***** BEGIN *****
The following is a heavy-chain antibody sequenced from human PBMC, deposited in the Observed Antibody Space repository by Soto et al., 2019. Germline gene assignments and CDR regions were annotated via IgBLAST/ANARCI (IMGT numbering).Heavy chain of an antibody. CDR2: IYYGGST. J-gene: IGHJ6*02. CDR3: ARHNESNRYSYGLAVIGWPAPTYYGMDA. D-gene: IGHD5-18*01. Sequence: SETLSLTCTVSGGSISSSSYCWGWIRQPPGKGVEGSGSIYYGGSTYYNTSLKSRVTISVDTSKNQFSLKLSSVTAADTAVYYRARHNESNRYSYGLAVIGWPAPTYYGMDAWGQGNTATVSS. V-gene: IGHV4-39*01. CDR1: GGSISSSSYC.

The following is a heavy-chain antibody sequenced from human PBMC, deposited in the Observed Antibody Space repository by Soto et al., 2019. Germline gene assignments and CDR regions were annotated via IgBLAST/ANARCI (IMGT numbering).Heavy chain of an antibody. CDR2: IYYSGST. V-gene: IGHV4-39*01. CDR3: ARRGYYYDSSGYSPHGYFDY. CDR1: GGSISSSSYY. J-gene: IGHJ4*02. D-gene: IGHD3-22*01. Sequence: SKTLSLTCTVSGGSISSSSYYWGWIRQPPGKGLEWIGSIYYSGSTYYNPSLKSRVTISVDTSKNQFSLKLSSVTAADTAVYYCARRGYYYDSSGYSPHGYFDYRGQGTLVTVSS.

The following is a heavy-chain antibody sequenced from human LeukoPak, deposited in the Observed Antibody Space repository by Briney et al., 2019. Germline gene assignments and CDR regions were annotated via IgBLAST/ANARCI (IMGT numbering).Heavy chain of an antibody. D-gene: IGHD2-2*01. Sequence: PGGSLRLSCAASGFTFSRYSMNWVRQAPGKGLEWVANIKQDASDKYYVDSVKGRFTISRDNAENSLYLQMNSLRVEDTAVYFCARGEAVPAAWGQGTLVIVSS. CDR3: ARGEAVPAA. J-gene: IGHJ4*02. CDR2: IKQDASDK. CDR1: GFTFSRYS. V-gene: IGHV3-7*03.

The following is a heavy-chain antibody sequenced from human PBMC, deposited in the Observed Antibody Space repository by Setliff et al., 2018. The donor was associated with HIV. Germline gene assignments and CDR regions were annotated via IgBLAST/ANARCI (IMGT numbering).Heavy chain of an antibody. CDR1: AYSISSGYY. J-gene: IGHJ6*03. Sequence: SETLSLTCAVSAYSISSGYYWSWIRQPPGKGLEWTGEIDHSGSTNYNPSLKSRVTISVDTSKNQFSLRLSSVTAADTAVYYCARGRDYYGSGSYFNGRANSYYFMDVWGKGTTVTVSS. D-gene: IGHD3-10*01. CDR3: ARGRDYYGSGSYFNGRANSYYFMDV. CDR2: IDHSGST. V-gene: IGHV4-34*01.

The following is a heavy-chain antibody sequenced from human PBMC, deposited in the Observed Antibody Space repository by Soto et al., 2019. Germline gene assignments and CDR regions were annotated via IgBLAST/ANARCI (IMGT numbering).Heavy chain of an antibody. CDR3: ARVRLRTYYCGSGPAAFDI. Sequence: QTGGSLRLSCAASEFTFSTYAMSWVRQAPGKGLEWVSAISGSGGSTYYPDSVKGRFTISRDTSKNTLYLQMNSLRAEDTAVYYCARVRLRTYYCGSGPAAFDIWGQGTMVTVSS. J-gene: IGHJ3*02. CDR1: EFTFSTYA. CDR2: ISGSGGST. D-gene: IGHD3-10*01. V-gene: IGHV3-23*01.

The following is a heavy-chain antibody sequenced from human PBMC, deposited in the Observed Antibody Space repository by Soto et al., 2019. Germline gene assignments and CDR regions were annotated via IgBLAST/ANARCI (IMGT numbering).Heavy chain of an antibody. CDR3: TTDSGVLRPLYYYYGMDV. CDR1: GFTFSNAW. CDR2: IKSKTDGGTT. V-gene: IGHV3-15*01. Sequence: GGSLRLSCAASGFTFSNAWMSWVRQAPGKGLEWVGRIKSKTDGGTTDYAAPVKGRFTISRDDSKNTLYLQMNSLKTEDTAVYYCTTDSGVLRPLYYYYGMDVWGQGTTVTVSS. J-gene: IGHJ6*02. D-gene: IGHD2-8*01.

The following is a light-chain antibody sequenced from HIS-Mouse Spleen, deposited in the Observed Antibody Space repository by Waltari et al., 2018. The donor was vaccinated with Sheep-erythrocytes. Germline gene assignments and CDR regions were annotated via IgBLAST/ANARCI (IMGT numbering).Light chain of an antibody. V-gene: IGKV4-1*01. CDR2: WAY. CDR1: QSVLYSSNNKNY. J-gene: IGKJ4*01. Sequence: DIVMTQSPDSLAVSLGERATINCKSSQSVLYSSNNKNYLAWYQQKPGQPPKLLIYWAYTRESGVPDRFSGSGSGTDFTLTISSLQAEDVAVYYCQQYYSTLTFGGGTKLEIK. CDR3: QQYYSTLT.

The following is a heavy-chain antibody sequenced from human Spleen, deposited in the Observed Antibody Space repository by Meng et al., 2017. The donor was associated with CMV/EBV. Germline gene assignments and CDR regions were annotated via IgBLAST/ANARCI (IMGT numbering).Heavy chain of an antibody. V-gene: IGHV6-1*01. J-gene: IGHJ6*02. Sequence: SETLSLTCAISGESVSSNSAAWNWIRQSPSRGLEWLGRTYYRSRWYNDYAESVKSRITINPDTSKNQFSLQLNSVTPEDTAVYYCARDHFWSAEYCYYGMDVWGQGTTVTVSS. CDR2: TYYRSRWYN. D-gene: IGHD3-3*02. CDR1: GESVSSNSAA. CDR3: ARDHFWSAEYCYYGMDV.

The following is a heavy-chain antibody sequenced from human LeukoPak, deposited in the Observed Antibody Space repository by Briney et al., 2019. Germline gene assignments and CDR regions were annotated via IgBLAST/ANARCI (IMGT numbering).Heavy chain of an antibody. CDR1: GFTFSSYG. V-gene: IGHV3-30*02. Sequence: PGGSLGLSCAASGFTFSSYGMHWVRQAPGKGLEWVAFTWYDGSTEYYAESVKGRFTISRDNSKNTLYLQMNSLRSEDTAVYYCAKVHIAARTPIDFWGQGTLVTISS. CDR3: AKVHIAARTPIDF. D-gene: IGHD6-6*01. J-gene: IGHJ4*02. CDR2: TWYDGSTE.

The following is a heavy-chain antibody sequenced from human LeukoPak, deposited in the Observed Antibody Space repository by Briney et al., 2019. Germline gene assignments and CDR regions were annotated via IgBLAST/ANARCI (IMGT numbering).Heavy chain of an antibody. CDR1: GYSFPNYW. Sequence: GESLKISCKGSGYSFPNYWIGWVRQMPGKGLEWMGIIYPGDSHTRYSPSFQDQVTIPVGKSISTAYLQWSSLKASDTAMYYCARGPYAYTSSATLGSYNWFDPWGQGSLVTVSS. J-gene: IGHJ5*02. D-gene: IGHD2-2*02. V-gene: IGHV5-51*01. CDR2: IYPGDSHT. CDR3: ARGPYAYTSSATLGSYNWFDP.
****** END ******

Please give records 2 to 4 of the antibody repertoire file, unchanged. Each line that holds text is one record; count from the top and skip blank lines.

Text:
The following is a heavy-chain antibody sequenced from human PBMC, deposited in the Observed Antibody Space repository by Soto et al., 2019. Germline gene assignments and CDR regions were annotated via IgBLAST/ANARCI (IMGT numbering).Heavy chain of an antibody. CDR2: IYYSGST. V-gene: IGHV4-39*01. CDR3: ARRGYYYDSSGYSPHGYFDY. CDR1: GGSISSSSYY. J-gene: IGHJ4*02. D-gene: IGHD3-22*01. Sequence: SKTLSLTCTVSGGSISSSSYYWGWIRQPPGKGLEWIGSIYYSGSTYYNPSLKSRVTISVDTSKNQFSLKLSSVTAADTAVYYCARRGYYYDSSGYSPHGYFDYRGQGTLVTVSS.

The following is a heavy-chain antibody sequenced from human LeukoPak, deposited in the Observed Antibody Space repository by Briney et al., 2019. Germline gene assignments and CDR regions were annotated via IgBLAST/ANARCI (IMGT numbering).Heavy chain of an antibody. D-gene: IGHD2-2*01. Sequence: PGGSLRLSCAASGFTFSRYSMNWVRQAPGKGLEWVANIKQDASDKYYVDSVKGRFTISRDNAENSLYLQMNSLRVEDTAVYFCARGEAVPAAWGQGTLVIVSS. CDR3: ARGEAVPAA. J-gene: IGHJ4*02. CDR2: IKQDASDK. CDR1: GFTFSRYS. V-gene: IGHV3-7*03.

The following is a heavy-chain antibody sequenced from human PBMC, deposited in the Observed Antibody Space repository by Setliff et al., 2018. The donor was associated with HIV. Germline gene assignments and CDR regions were annotated via IgBLAST/ANARCI (IMGT numbering).Heavy chain of an antibody. CDR1: AYSISSGYY. J-gene: IGHJ6*03. Sequence: SETLSLTCAVSAYSISSGYYWSWIRQPPGKGLEWTGEIDHSGSTNYNPSLKSRVTISVDTSKNQFSLRLSSVTAADTAVYYCARGRDYYGSGSYFNGRANSYYFMDVWGKGTTVTVSS. D-gene: IGHD3-10*01. CDR3: ARGRDYYGSGSYFNGRANSYYFMDV. CDR2: IDHSGST. V-gene: IGHV4-34*01.